Study suggests prevention efforts are having an effect on melanoma in Pa., N.J.

Free skin cancer screenings on Jersey Shore beaches. Laws cracking down on indoor tanning. Melanoma prevention programs for children as young as 3.

Efforts such as these may explain why a new analysis has found a small but heartening decline in melanoma cases and deaths in most Northeastern states, in contrast to trends for the deadliest skin cancer in the rest of the country.

The new study, led by dermatologist Robert Dellavalle of the Denver Veterans Affairs Medical Center and published recently in JAMA Dermatology, compared melanoma deaths and incidence by region for 2003 and 2013.

The Northeast region included New England plus Pennsylvania, New Jersey and New York.

Most New England states saw drops in both rates. The researchers noted that the Melanoma Foundation of New England, founded in 1999, became very active during the study period. Its recent innovations include free sunscreen dispensers in recreational areas in Boston and other cities.

In Pennsylvania and New Jersey, the analysis found that melanoma deaths per 100,000 residents declined (from 2.9 to 2.3 in the Keystone State and from 2.5 to 2.4 in the Garden State). Incidence rose, but that may reflect more awareness and diagnosis of skin cancer. (Per 100,000, Pennsylvania cases rose from 16.8 to 24.3, while New Jersey rose from 19.1 to 22.3.) New York also saw deaths drop while incidence rose.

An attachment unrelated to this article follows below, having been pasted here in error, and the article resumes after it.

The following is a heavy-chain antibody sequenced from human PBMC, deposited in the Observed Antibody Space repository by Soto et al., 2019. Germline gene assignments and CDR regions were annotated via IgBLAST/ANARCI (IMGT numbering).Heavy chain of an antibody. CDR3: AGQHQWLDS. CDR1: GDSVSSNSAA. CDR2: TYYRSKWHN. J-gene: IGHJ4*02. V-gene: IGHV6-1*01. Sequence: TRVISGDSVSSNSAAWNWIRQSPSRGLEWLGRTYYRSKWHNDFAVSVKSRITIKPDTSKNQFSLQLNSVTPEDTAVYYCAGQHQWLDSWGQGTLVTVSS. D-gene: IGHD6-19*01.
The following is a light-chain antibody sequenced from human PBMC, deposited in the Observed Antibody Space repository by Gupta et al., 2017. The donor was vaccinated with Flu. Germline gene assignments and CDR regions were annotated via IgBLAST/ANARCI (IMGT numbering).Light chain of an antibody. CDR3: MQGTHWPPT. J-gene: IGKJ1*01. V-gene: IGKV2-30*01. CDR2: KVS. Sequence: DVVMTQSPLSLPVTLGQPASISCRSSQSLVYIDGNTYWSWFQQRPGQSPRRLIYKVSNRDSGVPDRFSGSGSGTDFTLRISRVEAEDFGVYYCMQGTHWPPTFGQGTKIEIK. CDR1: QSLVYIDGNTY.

By contrast, both rates climbed in most Midwestern states studied. Cases rose in the South and West, although death rates varied in those regions.

"Before, we didn’t even know there was a regional difference," Dellavalle said. "If you see a difference, it's always good to try to figure out why. I think there is more regulation of indoor tanning in the Northeast and probably better education through the melanoma foundations in that area."

Both Pennsylvania and New Jersey require parental consent for 17-year-olds to use tanning beds and ban anyone younger than 17. Tanning salons must pay annual registration fees, post warning signs, provide protective eyewear, and keep records of customers' visits.

Many public health agencies in both states have educational programs. In Chester County, for example, the department offers presentations that can be tailored to adults, outdoor workers, and elementary or high school students - even preschoolers and those in day-care centers.

Nonprofits are also making a difference. The Enright Melanoma Foundation in Summit, N.J. - founded in 1999 in honor of a local doctor who died of melanoma at age 37 - offers free, interactive, 20-minute online courses about sun safety for three age groups: 5 to 8, tweens, and ages 13 and over. Since the launch in May, has been taken by more than 2,500 children, teachers, lifeguards, camp counselors, scouting leaders and parents.

Enright also works with New Jersey's Melanoma Task Force on “Choose Your Cover," which offers free skin cancer screenings at  the Jersey shore, public pools, and recreation centers.

"Many people still think a tan is a healthy glow, not damaged skin," said Enright Foundation executive director Janet Horowitz. "But I think kids are starting to learn. It really takes a cultural change, like attitudes about smoking."

And just as many college campuses have gone tobacco-free, Dellavalle co-leads a campaign to get them to adopt anti-indoor-tanning policies.

His new analysis did not attempt to look at demographic factors that play a role in melanoma rates.

Despite the regional variations he found, the overall melanoma picture remains grim, with national studies showing increases in incidence and deaths since 1980. The American Cancer Society estimated there were about 76,000 new diagnoses, and 10,000 deaths in 2016.